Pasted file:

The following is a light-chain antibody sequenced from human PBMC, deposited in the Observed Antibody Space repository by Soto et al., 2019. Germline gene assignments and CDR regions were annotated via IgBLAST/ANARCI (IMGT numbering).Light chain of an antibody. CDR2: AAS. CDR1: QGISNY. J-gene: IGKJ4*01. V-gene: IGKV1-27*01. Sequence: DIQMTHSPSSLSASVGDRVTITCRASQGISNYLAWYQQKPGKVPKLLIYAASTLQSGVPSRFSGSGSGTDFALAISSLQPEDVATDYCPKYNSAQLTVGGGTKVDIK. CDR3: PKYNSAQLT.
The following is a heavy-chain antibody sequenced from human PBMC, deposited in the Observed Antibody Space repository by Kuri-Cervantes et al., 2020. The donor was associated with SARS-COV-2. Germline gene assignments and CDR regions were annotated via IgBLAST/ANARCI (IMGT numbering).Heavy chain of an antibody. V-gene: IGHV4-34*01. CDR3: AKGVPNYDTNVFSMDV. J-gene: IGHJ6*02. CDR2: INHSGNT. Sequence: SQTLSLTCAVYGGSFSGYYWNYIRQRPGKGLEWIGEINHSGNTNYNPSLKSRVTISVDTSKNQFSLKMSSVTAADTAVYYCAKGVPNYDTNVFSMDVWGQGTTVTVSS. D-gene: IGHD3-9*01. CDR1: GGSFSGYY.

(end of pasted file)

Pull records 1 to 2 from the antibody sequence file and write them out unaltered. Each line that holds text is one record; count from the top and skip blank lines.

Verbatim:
The following is a light-chain antibody sequenced from human PBMC, deposited in the Observed Antibody Space repository by Soto et al., 2019. Germline gene assignments and CDR regions were annotated via IgBLAST/ANARCI (IMGT numbering).Light chain of an antibody. CDR2: AAS. CDR1: QGISNY. J-gene: IGKJ4*01. V-gene: IGKV1-27*01. Sequence: DIQMTHSPSSLSASVGDRVTITCRASQGISNYLAWYQQKPGKVPKLLIYAASTLQSGVPSRFSGSGSGTDFALAISSLQPEDVATDYCPKYNSAQLTVGGGTKVDIK. CDR3: PKYNSAQLT.
The following is a heavy-chain antibody sequenced from human PBMC, deposited in the Observed Antibody Space repository by Kuri-Cervantes et al., 2020. The donor was associated with SARS-COV-2. Germline gene assignments and CDR regions were annotated via IgBLAST/ANARCI (IMGT numbering).Heavy chain of an antibody. V-gene: IGHV4-34*01. CDR3: AKGVPNYDTNVFSMDV. J-gene: IGHJ6*02. CDR2: INHSGNT. Sequence: SQTLSLTCAVYGGSFSGYYWNYIRQRPGKGLEWIGEINHSGNTNYNPSLKSRVTISVDTSKNQFSLKMSSVTAADTAVYYCAKGVPNYDTNVFSMDVWGQGTTVTVSS. D-gene: IGHD3-9*01. CDR1: GGSFSGYY.